MathOverflow is a question and answer site for professional mathematicians. Join them; it only takes a minute:

Sign up
Here's how it works:
  1. Anybody can ask a question
  2. Anybody can answer
  3. The best answers are voted up and rise to the top

Simpson's book Subsystems of Second Order Arithmetic shows $Z_2$ can interpret some fragments of ZF strong enough to give good theories of constructible sets and formalize statements like "there is a countable ordinal $\gamma$ such that $\gamma=\aleph_1^L$", Forcing in ZF shows this is independent of ZF and so certainly independent of $Z_2$. But can the independence be proved in some set theory interpretable in $Z_2$?

I ask because I expect it can.

But a positive answer would mean $Z_2$ implies consistency of a fragment of ZF with global well-ordering and existence of $\aleph_1$, obviously without power set. I don't know if that is possible.

share|cite|improve this question
Can't the independence results, as purely formal statements of arithemtic $\text{Con}(ZF)\to\text{Con}(ZFC+\psi)$, be formalized in PA or much weaker systems? We don't need ZF to prove that ZF can formalize forcing. – Joel David Hamkins Nov 3 '12 at 12:03
Yes. Something weaker than PA (like EFA) suffices to show $\text{Con}(ZF)\rightarrow \text{Con}(Z_2+\psi)$ where $\psi$ is existence of a countable but not constructibly countable ordinal. I am asking whether $\text{Con}(Z_2)\rightarrow \text{Con}(Z_2+\psi)$. I would also be curious to know how far the forcing argument used in ZF can be interpreted in $Z_2$. – Colin McLarty Nov 3 '12 at 19:18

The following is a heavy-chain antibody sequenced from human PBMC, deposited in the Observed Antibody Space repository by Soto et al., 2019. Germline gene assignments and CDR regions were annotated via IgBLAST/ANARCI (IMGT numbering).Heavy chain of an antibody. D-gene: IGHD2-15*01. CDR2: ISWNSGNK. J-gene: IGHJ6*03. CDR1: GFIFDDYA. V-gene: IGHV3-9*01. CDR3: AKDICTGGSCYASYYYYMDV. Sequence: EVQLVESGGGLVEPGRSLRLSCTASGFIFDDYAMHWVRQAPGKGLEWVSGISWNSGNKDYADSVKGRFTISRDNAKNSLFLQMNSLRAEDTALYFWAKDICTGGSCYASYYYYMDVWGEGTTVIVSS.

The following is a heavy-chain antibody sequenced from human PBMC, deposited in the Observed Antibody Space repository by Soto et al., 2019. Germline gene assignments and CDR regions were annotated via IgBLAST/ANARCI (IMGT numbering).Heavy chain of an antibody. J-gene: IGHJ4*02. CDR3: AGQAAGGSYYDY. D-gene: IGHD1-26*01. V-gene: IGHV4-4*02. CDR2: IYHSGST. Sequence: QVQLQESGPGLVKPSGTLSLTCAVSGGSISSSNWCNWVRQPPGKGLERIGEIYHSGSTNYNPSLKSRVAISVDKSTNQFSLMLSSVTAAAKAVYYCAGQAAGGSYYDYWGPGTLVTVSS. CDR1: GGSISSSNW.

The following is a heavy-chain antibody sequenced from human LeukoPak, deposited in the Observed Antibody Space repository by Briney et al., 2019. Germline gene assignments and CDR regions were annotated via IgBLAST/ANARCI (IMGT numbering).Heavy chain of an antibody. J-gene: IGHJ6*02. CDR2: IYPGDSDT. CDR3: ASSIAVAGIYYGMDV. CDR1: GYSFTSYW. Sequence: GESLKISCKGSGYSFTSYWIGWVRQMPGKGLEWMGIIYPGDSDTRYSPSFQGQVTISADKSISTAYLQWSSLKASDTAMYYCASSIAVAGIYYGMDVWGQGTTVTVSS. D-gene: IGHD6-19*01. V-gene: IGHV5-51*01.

I'm still thinking about this (in the little spare time that I have these days) so I don't have an answer. Nevertheless, the proof of CH mod $V = L$ is very robust so I don't see how to get past that obstruction right now. Could you say more why you "expect it can" be done? – François G. Dorais Nov 5 '12 at 2:47
I'd expect that $Z_2$ plus "there is a countable ordinal that is $\aleph_1^L$" would prove the consistency of $Z_2$, by means of the countable model consisting of the constructible sets of natural numbers. If that's right, then of course, by the second incompleteness theorem, that theory could not be proved (in $Z_2$) to be consistent relative to $Z_2$. This might be sensitive to exactly how you formalize constructibility. My expectation might have a better chance if you use Gödel operations rather than definability. – Andreas Blass Nov 5 '12 at 6:04
Thanks to all. Very helpful comments giving me clearer expectations. In terms of my current project (proof theory of ZF with restricted power set) this has warned me away from a false route, and anyway I've found a simpler path that avoids this issue. So I could accept something like these comments as a sufficient answer. – Colin McLarty Nov 7 '12 at 15:23

Your Answer


By posting your answer, you agree to the privacy policy and terms of service.

Browse other questions tagged or ask your own question.